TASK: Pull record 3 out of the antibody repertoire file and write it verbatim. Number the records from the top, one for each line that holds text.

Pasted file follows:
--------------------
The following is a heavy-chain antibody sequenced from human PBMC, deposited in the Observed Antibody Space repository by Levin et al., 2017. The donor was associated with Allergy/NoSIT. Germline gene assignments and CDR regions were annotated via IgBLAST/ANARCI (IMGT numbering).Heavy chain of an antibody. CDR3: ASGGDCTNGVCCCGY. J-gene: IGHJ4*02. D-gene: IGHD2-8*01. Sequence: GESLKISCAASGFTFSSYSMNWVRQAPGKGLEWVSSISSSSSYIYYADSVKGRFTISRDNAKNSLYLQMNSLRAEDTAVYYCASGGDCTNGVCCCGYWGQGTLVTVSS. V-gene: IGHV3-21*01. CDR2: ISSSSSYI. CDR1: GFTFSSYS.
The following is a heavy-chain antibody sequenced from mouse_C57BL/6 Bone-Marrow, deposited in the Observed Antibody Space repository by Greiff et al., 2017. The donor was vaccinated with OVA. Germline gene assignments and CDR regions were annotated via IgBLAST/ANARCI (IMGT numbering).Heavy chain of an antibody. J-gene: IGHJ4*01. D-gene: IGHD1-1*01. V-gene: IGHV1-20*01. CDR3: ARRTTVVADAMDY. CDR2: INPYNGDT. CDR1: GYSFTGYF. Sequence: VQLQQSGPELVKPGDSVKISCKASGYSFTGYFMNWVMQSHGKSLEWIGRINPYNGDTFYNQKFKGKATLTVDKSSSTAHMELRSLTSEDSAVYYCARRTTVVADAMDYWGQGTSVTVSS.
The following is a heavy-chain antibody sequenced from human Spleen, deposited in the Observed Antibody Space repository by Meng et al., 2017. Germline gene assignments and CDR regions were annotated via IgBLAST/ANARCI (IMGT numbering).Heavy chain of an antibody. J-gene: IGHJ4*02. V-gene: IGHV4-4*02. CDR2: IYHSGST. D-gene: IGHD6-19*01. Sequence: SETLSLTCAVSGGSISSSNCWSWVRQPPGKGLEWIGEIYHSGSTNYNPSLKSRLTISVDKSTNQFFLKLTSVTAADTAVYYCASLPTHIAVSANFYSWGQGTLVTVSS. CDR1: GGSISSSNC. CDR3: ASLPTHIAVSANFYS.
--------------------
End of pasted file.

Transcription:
The following is a heavy-chain antibody sequenced from human Spleen, deposited in the Observed Antibody Space repository by Meng et al., 2017. Germline gene assignments and CDR regions were annotated via IgBLAST/ANARCI (IMGT numbering).Heavy chain of an antibody. J-gene: IGHJ4*02. V-gene: IGHV4-4*02. CDR2: IYHSGST. D-gene: IGHD6-19*01. Sequence: SETLSLTCAVSGGSISSSNCWSWVRQPPGKGLEWIGEIYHSGSTNYNPSLKSRLTISVDKSTNQFFLKLTSVTAADTAVYYCASLPTHIAVSANFYSWGQGTLVTVSS. CDR1: GGSISSSNC. CDR3: ASLPTHIAVSANFYS.